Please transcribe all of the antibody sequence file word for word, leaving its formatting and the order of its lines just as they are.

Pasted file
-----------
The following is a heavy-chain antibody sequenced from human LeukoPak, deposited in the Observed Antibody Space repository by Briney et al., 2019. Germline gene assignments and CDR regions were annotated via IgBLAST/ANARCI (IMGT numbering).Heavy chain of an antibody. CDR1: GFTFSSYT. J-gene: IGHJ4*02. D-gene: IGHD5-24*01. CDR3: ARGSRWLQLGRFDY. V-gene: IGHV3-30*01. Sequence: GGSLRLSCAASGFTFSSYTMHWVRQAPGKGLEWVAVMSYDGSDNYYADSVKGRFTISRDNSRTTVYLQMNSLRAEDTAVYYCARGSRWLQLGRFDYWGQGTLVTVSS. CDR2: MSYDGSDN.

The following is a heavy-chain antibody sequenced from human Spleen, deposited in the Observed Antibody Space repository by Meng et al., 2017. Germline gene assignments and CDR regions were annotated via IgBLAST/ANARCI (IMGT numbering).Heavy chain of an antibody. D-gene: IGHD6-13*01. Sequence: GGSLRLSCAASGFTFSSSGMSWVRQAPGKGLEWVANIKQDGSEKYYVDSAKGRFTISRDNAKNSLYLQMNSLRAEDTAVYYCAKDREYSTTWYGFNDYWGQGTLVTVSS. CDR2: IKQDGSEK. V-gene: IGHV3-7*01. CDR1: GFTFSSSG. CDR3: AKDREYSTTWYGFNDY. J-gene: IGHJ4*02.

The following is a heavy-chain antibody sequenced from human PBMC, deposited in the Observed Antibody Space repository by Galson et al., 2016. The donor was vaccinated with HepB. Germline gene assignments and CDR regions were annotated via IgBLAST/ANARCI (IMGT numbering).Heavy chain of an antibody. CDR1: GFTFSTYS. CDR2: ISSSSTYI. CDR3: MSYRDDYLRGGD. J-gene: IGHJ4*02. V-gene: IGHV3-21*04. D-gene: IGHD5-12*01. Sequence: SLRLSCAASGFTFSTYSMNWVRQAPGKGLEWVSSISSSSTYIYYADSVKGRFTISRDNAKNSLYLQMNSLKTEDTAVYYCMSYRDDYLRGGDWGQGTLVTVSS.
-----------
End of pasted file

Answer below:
The following is a heavy-chain antibody sequenced from human LeukoPak, deposited in the Observed Antibody Space repository by Briney et al., 2019. Germline gene assignments and CDR regions were annotated via IgBLAST/ANARCI (IMGT numbering).Heavy chain of an antibody. CDR1: GFTFSSYT. J-gene: IGHJ4*02. D-gene: IGHD5-24*01. CDR3: ARGSRWLQLGRFDY. V-gene: IGHV3-30*01. Sequence: GGSLRLSCAASGFTFSSYTMHWVRQAPGKGLEWVAVMSYDGSDNYYADSVKGRFTISRDNSRTTVYLQMNSLRAEDTAVYYCARGSRWLQLGRFDYWGQGTLVTVSS. CDR2: MSYDGSDN.

The following is a heavy-chain antibody sequenced from human Spleen, deposited in the Observed Antibody Space repository by Meng et al., 2017. Germline gene assignments and CDR regions were annotated via IgBLAST/ANARCI (IMGT numbering).Heavy chain of an antibody. D-gene: IGHD6-13*01. Sequence: GGSLRLSCAASGFTFSSSGMSWVRQAPGKGLEWVANIKQDGSEKYYVDSAKGRFTISRDNAKNSLYLQMNSLRAEDTAVYYCAKDREYSTTWYGFNDYWGQGTLVTVSS. CDR2: IKQDGSEK. V-gene: IGHV3-7*01. CDR1: GFTFSSSG. CDR3: AKDREYSTTWYGFNDY. J-gene: IGHJ4*02.

The following is a heavy-chain antibody sequenced from human PBMC, deposited in the Observed Antibody Space repository by Galson et al., 2016. The donor was vaccinated with HepB. Germline gene assignments and CDR regions were annotated via IgBLAST/ANARCI (IMGT numbering).Heavy chain of an antibody. CDR1: GFTFSTYS. CDR2: ISSSSTYI. CDR3: MSYRDDYLRGGD. J-gene: IGHJ4*02. V-gene: IGHV3-21*04. D-gene: IGHD5-12*01. Sequence: SLRLSCAASGFTFSTYSMNWVRQAPGKGLEWVSSISSSSTYIYYADSVKGRFTISRDNAKNSLYLQMNSLKTEDTAVYYCMSYRDDYLRGGDWGQGTLVTVSS.